dragonfly

Because you can’t gather dinner in Central Park everyday, it’s nice to have a local to keep you in comfort food when the urge arises. Though the doorway of Dragonfly looks more like a crime scene than a reputable restaurant, inside Chef Cornelius Gallagher – late of Oceana and Lespinasse – is cooking up his own personal riff on the flavors of Thailand, Vietnam, and Hong Kong. And it’s infinitely less grisly than the door handle might suggest. My favorites from a recent serendipitous drive-by: giant wasabi-infused tater tots and a signature curry coconut shrimp with fresh pea shoots. Come the next rainy day I’ll be tackling the cleverly-themed Street Cart menu. The thought alone of Fresh Sriracha Bacon, Hot Roasted Foie Gras, Kim Chee Tempura, and Marrow Dumplings is making me want to cuddle.

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wish list: vietnam

I can’t help but end the year thinking about all the places I’ve yet to see and the many discoveries still waiting to be made.

vietnam-mapOne place in particular jumped to the top of the list over the course of this week and that’s Vietnam.  My friend, the photographer Lyn Hughes, does a lot of work for some of the top chefs and restaurants in New York.  She’s also a sucker for any charity that involves rescuing children from the twin fates of neglect and circumstance while unleashing the creativity buried deep inside.  So when she met Neal Bermas and heard about his organization Streets International, which takes kids off the streets of Vietnam and trains them to be chefs, it was a match made in heaven.  Her enthusiasm is infectious, filtering across the New York restaurant scene and making me want to become involved, too.  Which is how I found myself burning up the phones this week, reaching out to hotels, airlines and magazines in an attempt to get sponsors on board, as well as just getting the word out that it’s not all about charity – there are symbiotic relationships here just waiting to be built.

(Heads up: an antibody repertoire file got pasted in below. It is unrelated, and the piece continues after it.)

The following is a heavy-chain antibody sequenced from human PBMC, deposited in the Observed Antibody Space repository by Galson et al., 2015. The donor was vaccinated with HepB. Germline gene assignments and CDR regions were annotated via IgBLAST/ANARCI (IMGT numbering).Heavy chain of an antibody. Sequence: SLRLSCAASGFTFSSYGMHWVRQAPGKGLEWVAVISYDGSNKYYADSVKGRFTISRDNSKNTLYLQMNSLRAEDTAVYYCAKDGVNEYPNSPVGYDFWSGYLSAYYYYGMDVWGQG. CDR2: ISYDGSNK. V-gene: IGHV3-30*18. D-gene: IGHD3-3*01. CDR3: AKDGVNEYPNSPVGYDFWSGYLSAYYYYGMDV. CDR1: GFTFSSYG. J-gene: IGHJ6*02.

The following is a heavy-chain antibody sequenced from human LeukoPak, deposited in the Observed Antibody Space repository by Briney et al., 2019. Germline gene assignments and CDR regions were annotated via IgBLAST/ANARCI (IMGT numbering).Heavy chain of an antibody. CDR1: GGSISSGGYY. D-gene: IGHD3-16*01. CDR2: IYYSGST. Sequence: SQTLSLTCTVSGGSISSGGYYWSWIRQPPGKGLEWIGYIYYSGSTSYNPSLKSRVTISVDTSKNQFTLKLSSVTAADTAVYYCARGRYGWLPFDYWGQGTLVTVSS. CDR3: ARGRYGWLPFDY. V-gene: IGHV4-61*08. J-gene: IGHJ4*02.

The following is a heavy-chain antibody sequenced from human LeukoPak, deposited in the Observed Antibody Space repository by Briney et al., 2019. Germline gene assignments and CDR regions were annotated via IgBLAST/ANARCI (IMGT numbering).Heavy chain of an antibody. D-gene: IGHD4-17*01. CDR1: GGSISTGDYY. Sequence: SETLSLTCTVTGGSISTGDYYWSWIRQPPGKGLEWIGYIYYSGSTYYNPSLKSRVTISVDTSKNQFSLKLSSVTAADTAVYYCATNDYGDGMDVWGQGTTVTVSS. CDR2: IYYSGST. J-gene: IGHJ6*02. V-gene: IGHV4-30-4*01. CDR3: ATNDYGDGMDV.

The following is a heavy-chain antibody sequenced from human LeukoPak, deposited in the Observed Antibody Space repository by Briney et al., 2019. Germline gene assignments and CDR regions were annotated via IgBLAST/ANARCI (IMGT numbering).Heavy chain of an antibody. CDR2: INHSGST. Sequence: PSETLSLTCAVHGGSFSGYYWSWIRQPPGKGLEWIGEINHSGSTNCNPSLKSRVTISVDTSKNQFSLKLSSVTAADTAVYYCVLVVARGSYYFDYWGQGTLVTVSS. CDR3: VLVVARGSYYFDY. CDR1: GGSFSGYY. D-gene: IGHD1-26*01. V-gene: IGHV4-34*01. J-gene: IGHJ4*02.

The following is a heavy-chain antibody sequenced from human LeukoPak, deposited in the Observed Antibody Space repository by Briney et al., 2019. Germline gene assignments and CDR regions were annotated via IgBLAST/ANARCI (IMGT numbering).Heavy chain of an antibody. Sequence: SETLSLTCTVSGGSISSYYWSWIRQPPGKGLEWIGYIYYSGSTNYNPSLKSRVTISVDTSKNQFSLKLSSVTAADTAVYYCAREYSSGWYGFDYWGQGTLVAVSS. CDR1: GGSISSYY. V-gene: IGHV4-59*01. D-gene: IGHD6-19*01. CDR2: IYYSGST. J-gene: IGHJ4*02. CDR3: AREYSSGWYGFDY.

And that’s how Vietnam suddenly vaulted to the forefront of my consciousness.

Sure I want to go to Vietnam and experience it as an American traveler – with all the burdens of history that entails, too.  (And don’t get me started on the street food!)  Yet I can’t help but become juiced at the prospect of using travel as a means toward inciting consequential action; towards affecting change.  Call it advocacy – call it journalism……..just don’t call it travel writing.

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